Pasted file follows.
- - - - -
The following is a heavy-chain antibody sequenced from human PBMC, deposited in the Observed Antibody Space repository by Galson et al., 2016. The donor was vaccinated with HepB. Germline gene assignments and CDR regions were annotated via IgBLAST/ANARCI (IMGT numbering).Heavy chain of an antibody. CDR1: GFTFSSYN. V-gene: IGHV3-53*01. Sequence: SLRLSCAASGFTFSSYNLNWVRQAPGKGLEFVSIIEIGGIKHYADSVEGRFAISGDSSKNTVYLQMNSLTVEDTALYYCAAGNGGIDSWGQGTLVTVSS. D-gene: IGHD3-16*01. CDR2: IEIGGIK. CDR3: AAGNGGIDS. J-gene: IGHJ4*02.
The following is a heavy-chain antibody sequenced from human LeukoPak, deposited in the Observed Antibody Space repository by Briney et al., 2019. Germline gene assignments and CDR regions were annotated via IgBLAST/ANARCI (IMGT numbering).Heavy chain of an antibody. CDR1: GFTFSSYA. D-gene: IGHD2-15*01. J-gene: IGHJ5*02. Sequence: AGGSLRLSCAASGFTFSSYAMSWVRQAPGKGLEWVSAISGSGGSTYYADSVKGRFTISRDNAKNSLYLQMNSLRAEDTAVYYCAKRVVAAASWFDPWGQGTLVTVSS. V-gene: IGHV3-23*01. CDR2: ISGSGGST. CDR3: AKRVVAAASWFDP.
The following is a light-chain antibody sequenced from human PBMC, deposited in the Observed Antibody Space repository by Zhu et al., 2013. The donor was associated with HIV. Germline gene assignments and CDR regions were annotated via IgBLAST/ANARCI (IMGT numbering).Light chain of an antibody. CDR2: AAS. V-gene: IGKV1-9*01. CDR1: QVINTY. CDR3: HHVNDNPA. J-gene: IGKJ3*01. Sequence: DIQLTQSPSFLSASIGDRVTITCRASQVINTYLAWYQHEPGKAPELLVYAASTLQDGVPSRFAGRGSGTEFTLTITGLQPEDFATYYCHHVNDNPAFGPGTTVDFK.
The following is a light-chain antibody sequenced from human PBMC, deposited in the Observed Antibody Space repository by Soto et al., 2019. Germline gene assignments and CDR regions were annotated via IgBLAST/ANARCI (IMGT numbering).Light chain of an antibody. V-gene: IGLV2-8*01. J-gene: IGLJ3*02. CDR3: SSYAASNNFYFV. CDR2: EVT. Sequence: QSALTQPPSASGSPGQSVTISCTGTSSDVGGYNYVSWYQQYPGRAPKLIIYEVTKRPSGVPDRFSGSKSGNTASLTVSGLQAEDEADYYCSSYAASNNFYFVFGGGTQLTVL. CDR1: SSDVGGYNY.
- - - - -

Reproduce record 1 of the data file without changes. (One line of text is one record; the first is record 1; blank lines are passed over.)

The following is a heavy-chain antibody sequenced from human PBMC, deposited in the Observed Antibody Space repository by Galson et al., 2016. The donor was vaccinated with HepB. Germline gene assignments and CDR regions were annotated via IgBLAST/ANARCI (IMGT numbering).Heavy chain of an antibody. CDR1: GFTFSSYN. V-gene: IGHV3-53*01. Sequence: SLRLSCAASGFTFSSYNLNWVRQAPGKGLEFVSIIEIGGIKHYADSVEGRFAISGDSSKNTVYLQMNSLTVEDTALYYCAAGNGGIDSWGQGTLVTVSS. D-gene: IGHD3-16*01. CDR2: IEIGGIK. CDR3: AAGNGGIDS. J-gene: IGHJ4*02.